On September 28, 2002, approximately 1845 Pacific daylight time, a Cessna 182, N5337B, impacted the terrain during an uncontrolled descent about three miles northwest of Estacada, Oregon. The private pilot and the four skydivers he took aloft were not injured, but the aircraft, which is owned and operated by Skydive Incorporated of Eagle Creek, Oregon, was destroyed. The 14 CFR Part 91 skydiving release flight, which departed Beaver Oaks Airport, Estacada, Oregon, about 15 minutes earlier, was being operated in visual meteorological conditions. No flight plan had been filed. There was no report of an ELT transmission. Use your browsers 'back' function to return to synopsisReturn to Query Page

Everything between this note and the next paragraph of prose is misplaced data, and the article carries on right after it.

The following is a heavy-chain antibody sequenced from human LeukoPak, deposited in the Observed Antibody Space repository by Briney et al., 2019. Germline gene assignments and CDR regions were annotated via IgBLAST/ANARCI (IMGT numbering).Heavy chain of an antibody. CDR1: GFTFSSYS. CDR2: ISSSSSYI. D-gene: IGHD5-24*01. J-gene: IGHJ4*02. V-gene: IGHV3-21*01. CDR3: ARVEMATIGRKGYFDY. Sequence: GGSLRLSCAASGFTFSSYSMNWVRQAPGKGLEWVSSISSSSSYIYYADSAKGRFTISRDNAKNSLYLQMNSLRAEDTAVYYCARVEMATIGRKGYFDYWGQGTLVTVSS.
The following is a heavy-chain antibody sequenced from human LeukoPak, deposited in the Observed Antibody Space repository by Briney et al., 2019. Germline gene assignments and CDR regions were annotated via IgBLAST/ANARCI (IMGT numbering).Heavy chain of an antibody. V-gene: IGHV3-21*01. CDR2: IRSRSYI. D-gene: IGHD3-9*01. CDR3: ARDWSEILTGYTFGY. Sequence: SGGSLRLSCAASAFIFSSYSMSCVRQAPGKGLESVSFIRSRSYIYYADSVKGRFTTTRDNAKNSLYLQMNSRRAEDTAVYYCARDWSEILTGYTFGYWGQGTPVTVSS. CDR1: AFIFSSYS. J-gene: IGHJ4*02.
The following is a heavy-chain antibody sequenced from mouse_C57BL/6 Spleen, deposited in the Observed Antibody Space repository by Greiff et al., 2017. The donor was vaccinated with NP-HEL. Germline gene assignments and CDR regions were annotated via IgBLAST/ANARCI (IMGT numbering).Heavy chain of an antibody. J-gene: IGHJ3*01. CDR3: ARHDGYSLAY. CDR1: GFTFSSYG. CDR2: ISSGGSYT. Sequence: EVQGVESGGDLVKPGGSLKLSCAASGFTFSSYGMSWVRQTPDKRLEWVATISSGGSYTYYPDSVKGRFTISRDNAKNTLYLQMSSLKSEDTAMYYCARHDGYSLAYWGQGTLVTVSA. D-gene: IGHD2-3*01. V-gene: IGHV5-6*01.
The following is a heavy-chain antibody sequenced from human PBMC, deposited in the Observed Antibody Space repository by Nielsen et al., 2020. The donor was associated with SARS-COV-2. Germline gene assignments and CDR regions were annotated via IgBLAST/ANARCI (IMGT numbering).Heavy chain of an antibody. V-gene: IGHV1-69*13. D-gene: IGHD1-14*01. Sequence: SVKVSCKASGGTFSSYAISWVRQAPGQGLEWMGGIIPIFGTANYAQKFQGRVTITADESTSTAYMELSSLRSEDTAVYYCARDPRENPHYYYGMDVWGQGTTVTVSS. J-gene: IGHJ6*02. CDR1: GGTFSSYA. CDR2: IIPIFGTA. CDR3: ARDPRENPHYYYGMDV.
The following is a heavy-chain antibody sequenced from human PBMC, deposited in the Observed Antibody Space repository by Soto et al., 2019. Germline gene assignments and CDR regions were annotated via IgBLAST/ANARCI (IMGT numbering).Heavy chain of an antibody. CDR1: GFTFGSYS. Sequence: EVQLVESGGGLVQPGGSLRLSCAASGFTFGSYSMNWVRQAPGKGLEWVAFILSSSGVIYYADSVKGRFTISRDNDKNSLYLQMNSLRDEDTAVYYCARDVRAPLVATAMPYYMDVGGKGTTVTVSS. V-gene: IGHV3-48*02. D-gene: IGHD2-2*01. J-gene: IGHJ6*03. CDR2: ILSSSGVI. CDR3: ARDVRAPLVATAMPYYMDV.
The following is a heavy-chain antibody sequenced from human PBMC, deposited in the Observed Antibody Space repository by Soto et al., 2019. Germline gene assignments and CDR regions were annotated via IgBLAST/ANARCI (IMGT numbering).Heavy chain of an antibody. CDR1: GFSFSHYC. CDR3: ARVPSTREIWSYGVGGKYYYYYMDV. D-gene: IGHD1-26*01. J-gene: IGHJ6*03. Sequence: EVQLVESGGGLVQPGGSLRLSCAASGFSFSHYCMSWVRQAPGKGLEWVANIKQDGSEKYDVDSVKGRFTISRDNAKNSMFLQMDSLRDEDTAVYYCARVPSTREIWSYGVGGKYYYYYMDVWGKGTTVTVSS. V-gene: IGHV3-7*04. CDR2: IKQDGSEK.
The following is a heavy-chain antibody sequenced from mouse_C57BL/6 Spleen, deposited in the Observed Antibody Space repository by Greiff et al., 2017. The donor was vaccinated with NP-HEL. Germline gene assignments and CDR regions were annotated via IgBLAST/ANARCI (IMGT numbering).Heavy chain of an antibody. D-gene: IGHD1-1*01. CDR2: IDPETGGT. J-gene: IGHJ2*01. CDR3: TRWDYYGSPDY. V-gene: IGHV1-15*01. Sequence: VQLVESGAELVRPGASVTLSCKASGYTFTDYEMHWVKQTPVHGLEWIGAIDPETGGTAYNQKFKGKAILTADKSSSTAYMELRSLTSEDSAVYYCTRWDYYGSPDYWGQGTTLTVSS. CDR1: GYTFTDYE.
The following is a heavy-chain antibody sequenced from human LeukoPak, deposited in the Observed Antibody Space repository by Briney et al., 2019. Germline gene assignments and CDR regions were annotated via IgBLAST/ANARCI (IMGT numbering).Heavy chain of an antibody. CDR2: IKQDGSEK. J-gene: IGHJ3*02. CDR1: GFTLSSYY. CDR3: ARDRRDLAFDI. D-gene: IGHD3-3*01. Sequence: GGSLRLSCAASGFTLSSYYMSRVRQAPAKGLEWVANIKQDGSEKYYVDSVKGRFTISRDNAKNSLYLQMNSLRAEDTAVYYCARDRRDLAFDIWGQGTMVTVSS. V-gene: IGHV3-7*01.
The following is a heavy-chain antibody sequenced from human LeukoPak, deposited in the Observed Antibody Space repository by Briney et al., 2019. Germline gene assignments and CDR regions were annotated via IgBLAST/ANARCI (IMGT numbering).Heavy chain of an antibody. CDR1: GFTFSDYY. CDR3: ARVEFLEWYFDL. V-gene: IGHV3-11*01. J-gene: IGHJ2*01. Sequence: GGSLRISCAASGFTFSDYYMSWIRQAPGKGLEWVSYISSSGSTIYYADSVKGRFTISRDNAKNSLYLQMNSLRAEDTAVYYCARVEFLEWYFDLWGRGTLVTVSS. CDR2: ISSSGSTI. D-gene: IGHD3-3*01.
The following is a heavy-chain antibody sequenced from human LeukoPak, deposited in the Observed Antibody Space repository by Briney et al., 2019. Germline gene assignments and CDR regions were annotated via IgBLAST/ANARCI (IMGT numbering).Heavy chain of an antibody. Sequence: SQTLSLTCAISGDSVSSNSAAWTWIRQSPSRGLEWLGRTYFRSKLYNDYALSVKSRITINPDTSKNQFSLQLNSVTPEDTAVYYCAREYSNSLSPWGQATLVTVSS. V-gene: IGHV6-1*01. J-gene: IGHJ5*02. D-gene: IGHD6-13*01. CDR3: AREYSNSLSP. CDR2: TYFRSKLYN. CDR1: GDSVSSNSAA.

According to the pilot, after leveling at 10,500 feet above sea level (MSL), all four jumpers took their positions on the right exterior jump-step of the aircraft. Just after the last jumper was on the step, the parachute of one of the jumpers inadvertently deployed and streamed back into the aircraft's tail surfaces. Soon thereafter, the subject jumper separated himself from the deployed parachute, jumped from the aircraft, and opened his reserve chute. At about the same time, the other three jumpers also departed the aircraft. Although the pilot attempted to control the aircraft, he found that with the parachute wrapped around the tail surfaces, the rudder and elevator did not respond to his control inputs. He therefore applied a small amount of right rudder in an attempt to separate the parachute from the aircraft, but the airplane responded by pitching nose down and entering what appeared to the pilot to be an inverted spin. At that point, the pilot also jumped from the aircraft and successfully opened his parachute, and the aircraft continued to spin inverted until it impacted the terrain.